Engineering, Global Health
University of California, Los Angeles
Program for Translational Biophotonics and Telemedicine Technologies
Aydogan Ozcan develops technologies to improve global health, especially for patients who don't have access to expensive medical equipment or highly trained health care workers. For him, the boundaries between scientific disciplines are necessarily blurred. “Engineering as a whole, life sciences – that's what I do.” he says. He is passing that interdisciplinary approach on to his students in the classroom and in his lab at the University of California, Los Angeles, where he is training a new generation of scientists to think broadly and creatively to create technologies that drive real change.
Ozcan grew up in Turkey, where he excelled in math and physics. He earned a PhD in electrical engineering at Stanford University, where he became interested in the biomedical applications of imaging and other light-based technologies. When he began a postdoctoral research position at Massachusetts General Hospital at Harvard, the clinical setting helped him recognize the variety of medical challenges that could be addressed through better optical technologies.
New technologies are needed to improve basic health care delivery in the developing world, Ozcan says. Lack of infrastructure in these places can prevent patients from reaching medical facilities for treatment or preventive care, and it's often impractical to transport sensitive or bulky instrumentation to remote settings. “But now we can create mobile devices, so that a simple motorbike with a technician can convert itself into a small point-of-care unit to treat patients,” Ozcan says.
One such device is the tiny, lens-free microscope that Ozcan developed. Ozcan replaced the lens that magnifies objects in a traditional bench-top microscope with computational algorithms that reconstruct objects from their shadows. The information-rich shadows are detected using the image sensor from a cell phone. “Most of what you need is already at the back of your mobile phone,” Ozcan says. “This allows us to bring a very advanced microscope function to a field-portable design.” The microscope attaches to a cell phone or standalone mobile device, which may interpret the shadows itself or send the information to a server for image processing. The low-cost devices can even detect individual viruses – typically just one-thousandth the width of a human hair – across a very large field of view.
Portable and yet powerful technologies like these are a key component of Ozcan's larger vision, an integrated system of diagnostic and measurement tools and data to aid disease diagnosis, public health monitoring, and policy decisions. “The mobile coverage in the developing parts of the world is amazing,” he says. “There's huge potential to leverage existing technologies and create some medical infrastructure.” One problem he's already taking on is high error rates for the diagnosis of malaria and other diseases in developing countries.
“The reason for that is lack of training and lack of expertise. You can give them microscopes [to look for infected cells], but if the diagnostician is not qualified, you will have lots of false positives,” he says. His solution is a crowd-sourcing platform in which images of patients' cells can be uploaded to a server and analyzed by crowds of non-professional gamers. These untrained crowds, once their decisions are merged using clever algorithms, can collectively identify malaria-infected blood cells with an accuracy rate that comes within one percent of that of an expert pathologist, Ozcan says.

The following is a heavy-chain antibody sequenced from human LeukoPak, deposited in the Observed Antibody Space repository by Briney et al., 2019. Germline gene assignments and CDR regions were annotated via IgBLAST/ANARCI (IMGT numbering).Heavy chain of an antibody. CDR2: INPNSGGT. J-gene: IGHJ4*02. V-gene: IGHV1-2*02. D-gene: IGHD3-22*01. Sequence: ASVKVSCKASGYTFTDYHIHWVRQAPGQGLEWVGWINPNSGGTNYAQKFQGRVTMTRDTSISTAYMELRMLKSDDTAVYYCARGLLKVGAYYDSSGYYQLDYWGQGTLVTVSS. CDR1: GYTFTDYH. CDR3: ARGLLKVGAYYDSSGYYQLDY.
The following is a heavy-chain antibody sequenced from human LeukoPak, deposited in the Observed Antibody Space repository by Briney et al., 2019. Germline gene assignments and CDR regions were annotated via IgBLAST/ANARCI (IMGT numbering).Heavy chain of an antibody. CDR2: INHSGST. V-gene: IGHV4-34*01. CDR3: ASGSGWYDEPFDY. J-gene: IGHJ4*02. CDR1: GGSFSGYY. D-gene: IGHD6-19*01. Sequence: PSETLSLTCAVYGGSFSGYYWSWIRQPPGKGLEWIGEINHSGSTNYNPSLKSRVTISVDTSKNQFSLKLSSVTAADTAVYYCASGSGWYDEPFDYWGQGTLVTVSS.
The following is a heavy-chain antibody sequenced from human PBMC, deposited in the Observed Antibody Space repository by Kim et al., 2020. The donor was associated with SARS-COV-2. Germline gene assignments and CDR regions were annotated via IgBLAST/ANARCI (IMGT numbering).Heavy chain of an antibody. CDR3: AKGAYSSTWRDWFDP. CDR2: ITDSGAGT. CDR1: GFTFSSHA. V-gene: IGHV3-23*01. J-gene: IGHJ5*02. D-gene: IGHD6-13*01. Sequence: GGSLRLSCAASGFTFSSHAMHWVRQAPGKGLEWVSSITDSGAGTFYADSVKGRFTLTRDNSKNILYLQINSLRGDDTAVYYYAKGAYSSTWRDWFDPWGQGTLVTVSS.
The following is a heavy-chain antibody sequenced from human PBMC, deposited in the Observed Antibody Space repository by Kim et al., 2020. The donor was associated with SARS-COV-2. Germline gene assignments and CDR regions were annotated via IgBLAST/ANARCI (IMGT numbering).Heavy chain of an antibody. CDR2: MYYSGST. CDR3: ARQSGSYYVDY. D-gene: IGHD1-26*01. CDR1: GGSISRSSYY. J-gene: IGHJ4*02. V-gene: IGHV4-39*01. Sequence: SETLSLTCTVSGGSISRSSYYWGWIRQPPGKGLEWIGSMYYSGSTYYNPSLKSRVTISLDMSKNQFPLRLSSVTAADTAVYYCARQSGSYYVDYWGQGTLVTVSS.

Ozcan wants his students to understand that science and engineering are a process. “A good researcher or engineer always starts with asking a good question, without having any clue how to solve it,” he says. “That's the most exciting thing about the practice of science and engineering to me. Because it's freedom. You can solve it 100 different ways within the boundaries of your constraints or budget.”
He says students need to experience firsthand that the path to success involves formulating good questions, testing ideas, failing, and revising an approach – often again and again. That's why he brings undergraduate students into his lab to contribute directly to his research. More than 60 undergraduates have joined Ozcan's research team since 2007, contributing to more 100 conference proceedings and nearly 50 journal publications. “I want them to understand early on the process of looking at unknown things that there's literally not a book for,” Ozcan says.
Ozcan's new initiative as an HHMI professor is designed to bring these experiences to an even larger cadre of UCLA students. Each year, up to 25 undergraduate students with diverse backgrounds will work in teams to create innovative solutions for challenges in telemedicine, mobile health and global health. Members of Ozcan's research team will mentor students as they explore independent research projects that integrate with the broad goals of Ozcan's lab. Students will have opportunities to present their work at conferences, in peer-reviewed journals, and at an annual undergraduate research and demo workshop. “We want to give them freedom to explore. If you don't let people have some freedom to fail, you can't train or teach them effectively,” Ozcan says.